It's no doubt that Tiger Woods is one of the greatest golfers, and even one of the greatest athletes, of all time.
With this level of fame also comes a level of scrutiny, both in the professional and personal aspects of a professional athlete’s life.
This scrutiny has uncovered extramarital affairs, a divorce with his wife Elin Nordegren due to these affairs and even allegations of Tiger Woods steroids use.
Before the Tiger PED Probe, he was well known for being an extremely successful and almost naturally gifted athlete.
Over the years, he has found himself among the ranks of the highest paid athletes of all time and has become a household name. Buy legal steroids online here.
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He has broken records, gone on to become the number one ranked player in the world, been the recipient of many awards and has won the PGA Tour seventy-nine times.
This puts him in second place for all time most PGA Tour wins.
Sadly, the PED allegations may have tarnished his reputation.
Before the accusations of Tiger Woods steroid use were levied by Dan Olsen, there were already questions being asked due to his connection to Anthony Galea.
Galea was arrested in 2009 for transporting Actovegin and human growth hormone and was arrested in Toronto, but was never charged.
In 2011 he received a felony conviction in the United States for bringing mislabeled drugs into the United States.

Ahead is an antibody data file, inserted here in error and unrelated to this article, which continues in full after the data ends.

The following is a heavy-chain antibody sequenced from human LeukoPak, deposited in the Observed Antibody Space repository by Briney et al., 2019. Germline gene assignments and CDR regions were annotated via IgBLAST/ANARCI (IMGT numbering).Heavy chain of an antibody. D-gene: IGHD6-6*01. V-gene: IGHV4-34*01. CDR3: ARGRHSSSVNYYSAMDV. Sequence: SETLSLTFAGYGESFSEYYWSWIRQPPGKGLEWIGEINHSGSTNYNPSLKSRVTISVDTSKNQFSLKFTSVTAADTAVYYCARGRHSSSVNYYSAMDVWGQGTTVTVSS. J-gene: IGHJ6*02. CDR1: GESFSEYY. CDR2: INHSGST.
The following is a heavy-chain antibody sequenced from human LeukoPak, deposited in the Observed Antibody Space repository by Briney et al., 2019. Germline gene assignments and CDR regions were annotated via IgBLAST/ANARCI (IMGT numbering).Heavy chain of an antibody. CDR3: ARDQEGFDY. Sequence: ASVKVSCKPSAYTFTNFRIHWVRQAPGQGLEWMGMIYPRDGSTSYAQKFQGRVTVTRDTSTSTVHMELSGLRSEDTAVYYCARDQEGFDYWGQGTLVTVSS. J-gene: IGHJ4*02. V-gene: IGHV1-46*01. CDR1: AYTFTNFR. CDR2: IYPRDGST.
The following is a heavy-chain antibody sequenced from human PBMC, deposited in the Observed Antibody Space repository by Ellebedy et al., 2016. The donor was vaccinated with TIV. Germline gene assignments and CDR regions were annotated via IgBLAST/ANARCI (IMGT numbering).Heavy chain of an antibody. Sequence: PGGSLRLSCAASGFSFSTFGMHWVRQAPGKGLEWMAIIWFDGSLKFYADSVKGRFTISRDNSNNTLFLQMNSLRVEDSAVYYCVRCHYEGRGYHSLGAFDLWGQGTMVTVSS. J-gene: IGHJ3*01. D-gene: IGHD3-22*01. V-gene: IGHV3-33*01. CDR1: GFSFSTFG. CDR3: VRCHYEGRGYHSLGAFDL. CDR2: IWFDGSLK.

Anthony Galea was also connected to the Alex Rodriguez steroid scandal.
Tiger Woods’ connection to Anthony Galea came from treatment that Woods had received from the MD, in which he has been reported as spending as much as $200,000 to work with Galea over a two year period.
Although there were suggestions of steroid use circulating, nothing of merit was brought to the surface until an injury was sustained that put Tiger out for a brief period of time.
This is when Dan Olsen made his Tiger Woods steroids accusations.
During a radio interview on The Game radio show in Lansing, Michigan, Dan Olsen decided to point the finger at Woods for his absence, suggesting that he was on a one month suspension from the PGA due to testing positive for PEDs.
“I heard he’s on a month’s suspension … it’s kind of a strong witness. It’s a credible person who is telling me this,” he said on the radio show.
“It’s not testosterone, but it’s something else. I think when it’s all said and done, he’s gonna surpass Lance Armstrong with infamy.”
Although there was no evidence backing these claims, the question still arose. Did Tiger use PEDs?
These accusations led to a firestorm, in which the question came up as to whether or not he was taking human growth hormones when he was working with Galea, who had previously been connected with the hormone supplement.
Human growth hormone, which is naturally produced in the body, has been used to increase athlete’s energy, strength and recovery time.
Although it is not a steroid, it is still illegal to use in the United States and has been banned since 1985.